Ground Plum (Milk Vetch)

Media
Photo of ground plum, top of plant, showing flowers and several leaves.
Safety Concerns
Name
Edible
Scientific Name
Astragalus crassicarpus (formerly A. mexicanus)
Family
Fabaceae (beans, peas)
Description

Ground plum is a many-stemmed, bushy perennial. Flowers in tight racemes, nearly 1 inch long, cream-colored with lilac-blue tips of the keel petals; also purple to bluish purple or pinkish purple or greenish yellow to white. Blooms March–May. Leaves compound, with many opposite, oblanceolate leaflets. Fruit nearly ball-shaped with a central ridge, with a sharp, beaklike point; smooth, about ¾ inch wide.

Similar species: Four species of Astragalus are recorded for Missouri. Rattleweed (A. canadensis) blooms May–August and grows to 4 feet tall. Its long clusters of flowers are greenish white to cream-colored. The compound leaves have many opposite leaflets that get shorter toward the tip and are oblong to elliptical. It grows statewide, usually in open, wet lowlands.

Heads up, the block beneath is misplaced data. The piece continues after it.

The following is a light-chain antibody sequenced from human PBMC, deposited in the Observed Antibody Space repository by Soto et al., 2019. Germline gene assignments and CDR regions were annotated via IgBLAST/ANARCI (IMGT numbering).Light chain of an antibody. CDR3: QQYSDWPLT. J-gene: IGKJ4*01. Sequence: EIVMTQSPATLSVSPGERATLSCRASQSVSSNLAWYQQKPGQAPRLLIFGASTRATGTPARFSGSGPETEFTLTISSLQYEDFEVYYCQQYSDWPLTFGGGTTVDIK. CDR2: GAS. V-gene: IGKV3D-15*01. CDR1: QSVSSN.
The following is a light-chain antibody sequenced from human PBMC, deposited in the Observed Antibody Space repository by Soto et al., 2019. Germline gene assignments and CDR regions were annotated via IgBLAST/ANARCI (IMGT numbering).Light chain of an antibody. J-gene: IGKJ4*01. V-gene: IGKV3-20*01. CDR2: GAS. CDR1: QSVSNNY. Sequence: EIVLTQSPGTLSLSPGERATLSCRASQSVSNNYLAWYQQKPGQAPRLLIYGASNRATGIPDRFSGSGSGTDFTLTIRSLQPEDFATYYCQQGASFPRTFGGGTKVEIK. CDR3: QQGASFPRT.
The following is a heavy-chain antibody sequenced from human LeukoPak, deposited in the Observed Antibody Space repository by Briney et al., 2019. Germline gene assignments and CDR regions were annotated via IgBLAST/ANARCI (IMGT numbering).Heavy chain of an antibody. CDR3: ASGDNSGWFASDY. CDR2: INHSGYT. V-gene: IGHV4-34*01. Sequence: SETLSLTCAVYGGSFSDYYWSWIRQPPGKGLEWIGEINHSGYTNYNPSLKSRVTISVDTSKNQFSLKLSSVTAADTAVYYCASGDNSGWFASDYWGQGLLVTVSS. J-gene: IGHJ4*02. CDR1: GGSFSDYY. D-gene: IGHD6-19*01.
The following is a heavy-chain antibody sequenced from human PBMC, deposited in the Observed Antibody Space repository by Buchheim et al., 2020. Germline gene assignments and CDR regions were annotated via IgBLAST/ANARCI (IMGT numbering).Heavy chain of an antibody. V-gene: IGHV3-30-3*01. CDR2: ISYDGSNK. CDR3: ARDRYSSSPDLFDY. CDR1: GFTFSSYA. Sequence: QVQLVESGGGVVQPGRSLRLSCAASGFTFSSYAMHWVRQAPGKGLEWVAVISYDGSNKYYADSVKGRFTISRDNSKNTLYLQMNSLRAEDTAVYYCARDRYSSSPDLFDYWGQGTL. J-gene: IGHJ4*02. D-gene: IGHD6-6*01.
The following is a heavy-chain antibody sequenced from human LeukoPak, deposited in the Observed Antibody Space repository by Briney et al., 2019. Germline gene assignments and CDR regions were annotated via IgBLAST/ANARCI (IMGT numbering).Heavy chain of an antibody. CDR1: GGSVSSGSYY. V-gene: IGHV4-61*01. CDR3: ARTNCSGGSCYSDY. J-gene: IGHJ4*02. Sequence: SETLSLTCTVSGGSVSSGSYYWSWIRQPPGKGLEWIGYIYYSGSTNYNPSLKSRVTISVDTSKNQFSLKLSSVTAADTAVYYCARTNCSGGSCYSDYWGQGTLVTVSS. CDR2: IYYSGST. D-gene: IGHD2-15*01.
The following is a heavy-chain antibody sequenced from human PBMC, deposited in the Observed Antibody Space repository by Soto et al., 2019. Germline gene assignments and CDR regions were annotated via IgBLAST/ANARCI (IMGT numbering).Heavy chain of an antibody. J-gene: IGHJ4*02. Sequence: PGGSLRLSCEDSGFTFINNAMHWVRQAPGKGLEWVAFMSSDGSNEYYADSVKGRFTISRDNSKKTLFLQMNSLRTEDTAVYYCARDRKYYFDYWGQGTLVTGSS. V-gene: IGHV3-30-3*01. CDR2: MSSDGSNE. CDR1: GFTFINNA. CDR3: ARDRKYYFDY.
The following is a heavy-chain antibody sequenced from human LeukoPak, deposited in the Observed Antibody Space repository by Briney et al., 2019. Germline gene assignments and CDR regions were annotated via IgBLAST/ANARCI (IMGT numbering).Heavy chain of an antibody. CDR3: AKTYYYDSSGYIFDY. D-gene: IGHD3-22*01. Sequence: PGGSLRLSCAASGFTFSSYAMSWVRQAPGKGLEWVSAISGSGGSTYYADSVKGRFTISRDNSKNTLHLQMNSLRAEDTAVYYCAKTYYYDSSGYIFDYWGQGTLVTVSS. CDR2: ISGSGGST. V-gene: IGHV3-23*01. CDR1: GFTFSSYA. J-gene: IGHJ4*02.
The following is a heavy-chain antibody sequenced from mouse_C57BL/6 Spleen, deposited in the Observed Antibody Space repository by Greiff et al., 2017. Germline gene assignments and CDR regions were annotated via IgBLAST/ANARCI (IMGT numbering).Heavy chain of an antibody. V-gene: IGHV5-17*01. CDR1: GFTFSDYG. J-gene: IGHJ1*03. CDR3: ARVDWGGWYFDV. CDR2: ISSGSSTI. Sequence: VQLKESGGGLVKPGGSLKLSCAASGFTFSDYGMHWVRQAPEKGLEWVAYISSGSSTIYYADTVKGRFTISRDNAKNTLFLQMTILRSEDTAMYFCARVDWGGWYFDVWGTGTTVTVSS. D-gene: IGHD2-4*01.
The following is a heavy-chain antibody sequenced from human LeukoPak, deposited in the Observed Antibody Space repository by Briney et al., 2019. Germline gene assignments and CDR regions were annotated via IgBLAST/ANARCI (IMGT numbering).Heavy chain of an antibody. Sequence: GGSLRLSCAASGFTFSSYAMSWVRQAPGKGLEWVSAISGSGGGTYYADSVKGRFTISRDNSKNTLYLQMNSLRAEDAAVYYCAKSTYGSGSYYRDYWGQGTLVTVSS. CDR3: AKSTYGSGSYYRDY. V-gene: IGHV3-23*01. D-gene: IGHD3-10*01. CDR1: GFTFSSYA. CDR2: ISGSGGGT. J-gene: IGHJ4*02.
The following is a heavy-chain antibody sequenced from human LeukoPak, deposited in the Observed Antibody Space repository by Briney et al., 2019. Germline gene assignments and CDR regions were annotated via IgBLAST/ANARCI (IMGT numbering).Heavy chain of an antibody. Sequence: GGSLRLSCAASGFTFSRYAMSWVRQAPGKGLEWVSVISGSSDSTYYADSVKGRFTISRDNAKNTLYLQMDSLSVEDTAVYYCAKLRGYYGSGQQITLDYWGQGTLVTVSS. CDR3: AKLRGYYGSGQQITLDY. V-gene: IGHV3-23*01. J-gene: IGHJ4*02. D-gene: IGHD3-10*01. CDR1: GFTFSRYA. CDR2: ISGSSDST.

Common Name Synonyms
Buffalo Pea; Groundplum Milkvetch
Size
Height: to about 20 inches.
Where To Find
image of Ground Plum Milk Vetch Buffalo Pea Distribution Map
Counties adjacent to and south of the Missouri River. Scattered widely, but apparently absent from the Mississippi Lowlands and uncommon in parts of the Glaciated Plains Division.
Grows in upland prairies, loess hill prairies, roadsides, embankments, fields, glades, ledges and tops of bluffs, openings of rich to dry upland forests, often on calcareous substrates.
The round, two-parted, cherrylike fruits are succulent and sweet when young and can be eaten raw or boiled. Native Americans and settlers ate them. Because there is a potential for loco poisoning (neurological damage that is not reversible), eating large quantities is not advised.
Rodents gather, cache, and eat the fruits. Wild mammals tend to avoid eating plants in this genus, since they, like livestock, can be poisoned by the toxic alkaloids present in the plants. The condition is called locoism, for the dazed, frantic, uncoordinated, crazed behavior it causes.
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About Wildflowers, Grasses and Other Nonwoody Plants in Missouri
A very simple way of thinking about the green world is to divide the vascular plants into two groups: woody and nonwoody (or herbaceous). But this is an artificial division; many plant families include some species that are woody and some that are not. The diversity of nonwoody vascular plants is staggering! Think of all the ferns, grasses, sedges, lilies, peas, sunflowers, nightshades, milkweeds, mustards, mints, and mallows — weeds and wildflowers — and many more!